Over 20 years ago, scientists at ARS Vegetable Crops Research Unit began breeding carrots to get higher levels of the orange pigment beta-carotene. The result? The bred carrots contained 75% more beta-carotene, thus making them more attractive for human consumption.
This same logic has now been used by a group of researchers at the University of Wisconsin-Madison, led by plant geneticist Dr. Philipp Simon, to breed red, purple, yellow, and even white carrots. These carrots do more than bring vibrant colors to a salad; the plant pigments provide many health benefits and may even help in preventing certain cancers.
Let’s start with the original orange carrots. They contain powerful antioxidants – such as vitamins A and C, carotenoids, and bioflavonoids – that aid in maintaining the body’s memory, heart, and urinary tract functions. The anthocyanins and phenolics in purple carrots contain phytochemicals, which are also said to promote healthy memory and urinary tract functions, as well as aide in the aging process. Yellow carrots build up xanthophylls, pigments similar to beta-carotene, that support vision health. White carrots contain allicin and other phytochemicals that help to maintain healthy cholesterol levels. The multiple benefits of these colorful carrots provide a great incentive for consumers to buy them.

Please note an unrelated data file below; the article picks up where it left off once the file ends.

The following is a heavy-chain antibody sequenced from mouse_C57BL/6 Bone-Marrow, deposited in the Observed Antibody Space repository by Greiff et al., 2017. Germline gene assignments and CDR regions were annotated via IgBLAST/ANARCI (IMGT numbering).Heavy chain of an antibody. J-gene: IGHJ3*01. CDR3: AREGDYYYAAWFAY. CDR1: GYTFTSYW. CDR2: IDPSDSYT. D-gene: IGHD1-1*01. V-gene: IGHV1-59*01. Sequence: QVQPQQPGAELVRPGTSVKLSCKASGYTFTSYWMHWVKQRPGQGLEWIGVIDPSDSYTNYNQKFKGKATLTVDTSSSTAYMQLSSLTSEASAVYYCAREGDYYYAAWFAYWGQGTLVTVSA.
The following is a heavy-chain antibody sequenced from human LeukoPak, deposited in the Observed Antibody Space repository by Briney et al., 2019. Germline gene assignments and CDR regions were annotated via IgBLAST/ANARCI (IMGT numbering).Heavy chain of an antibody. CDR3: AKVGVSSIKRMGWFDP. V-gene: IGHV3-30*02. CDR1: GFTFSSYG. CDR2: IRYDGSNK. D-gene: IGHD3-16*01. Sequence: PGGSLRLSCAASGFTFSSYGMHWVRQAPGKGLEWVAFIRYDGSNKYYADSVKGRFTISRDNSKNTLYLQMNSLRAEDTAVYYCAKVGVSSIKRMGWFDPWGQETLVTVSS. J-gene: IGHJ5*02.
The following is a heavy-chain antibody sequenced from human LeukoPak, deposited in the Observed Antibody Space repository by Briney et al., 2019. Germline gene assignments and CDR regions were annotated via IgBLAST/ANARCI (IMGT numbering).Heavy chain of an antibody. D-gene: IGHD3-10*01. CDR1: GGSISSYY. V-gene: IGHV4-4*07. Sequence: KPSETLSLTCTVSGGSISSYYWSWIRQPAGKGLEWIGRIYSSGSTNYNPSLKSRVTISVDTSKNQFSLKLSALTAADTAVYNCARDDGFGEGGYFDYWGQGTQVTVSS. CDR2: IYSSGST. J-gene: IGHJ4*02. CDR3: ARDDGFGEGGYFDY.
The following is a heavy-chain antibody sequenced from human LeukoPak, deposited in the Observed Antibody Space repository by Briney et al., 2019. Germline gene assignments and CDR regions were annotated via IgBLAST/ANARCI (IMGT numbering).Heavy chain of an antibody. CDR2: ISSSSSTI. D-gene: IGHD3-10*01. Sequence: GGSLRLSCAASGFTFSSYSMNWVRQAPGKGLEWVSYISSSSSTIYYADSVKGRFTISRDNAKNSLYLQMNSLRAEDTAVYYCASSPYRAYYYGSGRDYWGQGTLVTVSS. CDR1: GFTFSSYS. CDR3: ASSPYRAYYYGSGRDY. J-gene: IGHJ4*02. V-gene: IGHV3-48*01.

Though many of us may think of red, yellow, and white carrots as unusual, Simon says that “purple and yellow carrots were eaten more than 1,000 years ago in Afghanistan and 700 years ago in Western Europe, but the carrot breeding process has gone on intensively for just 50 years.” Soon enough, these colorful carrots will not seem so strange anymore.